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Mobile accounts for 10pc of presidential campaign donations: Pew

October 29, 2012

Donations can be made via Obama's campaign app

SMS and mobile applications are quickly gaining steam as a way for political candidates to generate campaign contributions, with 10 percent of 2012 presidential campaign donors having used one of these methods, according to a new report from Pew Research Center.  

When looked at in terms of political affiliation, Pew found that 15 percent of Democratic donors and only 6 percent of Republican donors made a contribution using their mobile phone. It was not until June of this year that the Federal Election Commission allowed political campaigns to accept campaign contributions via text message.

“It shows people want to donate via their phone,” said Alex Campbell, co-founder and chief innovation officer at Vibes, Chicago.

“It’s interesting that neither candidate did a lot of promotion for mobile donations and yet it was still 10 percent,” he said. “It could have been much higher if the candidates more actively solicited them.”

Better promotion needed
The presidential campaigns for both Mitt Romney and Barack Obama enable supporters to contribute via a mobile phone. However, few congressional candidates or state-level candidates currently accept mobile donations, according to Pew.

With 13 percent of adults overall having a made a contribution to one of the presidential candidates in this year’s election, the numbers mean that just one percent of all U.S. adults made a contribution from their mobile phone this election season.

The numbers might have been higher if either of the presidential campaigns did a better job of promoting mobile payments.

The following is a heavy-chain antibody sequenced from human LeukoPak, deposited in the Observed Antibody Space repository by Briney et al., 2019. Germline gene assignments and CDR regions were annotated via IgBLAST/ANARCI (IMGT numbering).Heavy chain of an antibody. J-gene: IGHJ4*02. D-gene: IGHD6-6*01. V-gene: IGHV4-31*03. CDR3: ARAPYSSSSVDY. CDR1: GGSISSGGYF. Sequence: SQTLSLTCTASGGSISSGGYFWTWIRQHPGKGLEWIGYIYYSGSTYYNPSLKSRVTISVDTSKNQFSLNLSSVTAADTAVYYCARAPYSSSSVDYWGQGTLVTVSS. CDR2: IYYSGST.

“One of the things I think the candidates did poorly in terms of mobile payments is the way they went about asking for donations via mobile,” Mr. Campbell said.  

“Rather than offering me unique insights or information about their record or position on a hot-button campaign issue in exchange for a donation, I would simply receive a text message asking me to donate to their campaign,” he said.

“In our experience working with brands representing a diverse range of industries, this approach very rarely works. Rather, mobile phone users – in this case, voters – are looking for something special or unique in exchange for an action, which in this case would be a monetary donation.”

Mr. Campbell added that, in general, he has not seen a lot of engagement via mobile from either candidate this election season.

According to Pew, mobile plays a bigger role when considering charitable donations of any kind, with previous research showing that approximately one in 10 U.S. adults have made a charitable donation using their mobile phone.

Impulse donations
While Democrats and Republicans are equally likely to make a presidential campaign contribution of any kind, the report found that democrats are more likely to contribute online or directly from their mobile phone. Republicans are more likely to contribute in person, by phone call or via regular mail.

The results show that 87 percent of Republican campaign donors have contributed in person, by telephone, or via the mail while 57 percent of Democratic donors have contributed in this way. Additionally, 57 percent of Democratic campaign donors have contributed online or via email, compared with 34 percent of Republican donors.

While offline methods remain the most common way for U.S. consumers to make a political contribution, online contributions still represent a significant portion while donations from mobile phones make up only a small component.

“We see mobile donations, for president or otherwise, as a kind of ‘impulse donation’ because it allows a consumer to donate a small amount of money very quickly,” Mr. Campbell said. “It allows a consumer to react to a donation request and say, ‘Hey, I believe in that candidate, I’ll give $5 right now.’

“There are really no other ways to make impulse donations,” he said.

“Interestingly, I think it’s the candidates who have to be more accepting of mobile donations than consumers. It’s a pretty big, mostly untapped source of revenue for candidates who may not actually understand it well enough to actively use it.”

Final Take
Chantal Tode is associate editor on Mobile Commerce Daily, New York

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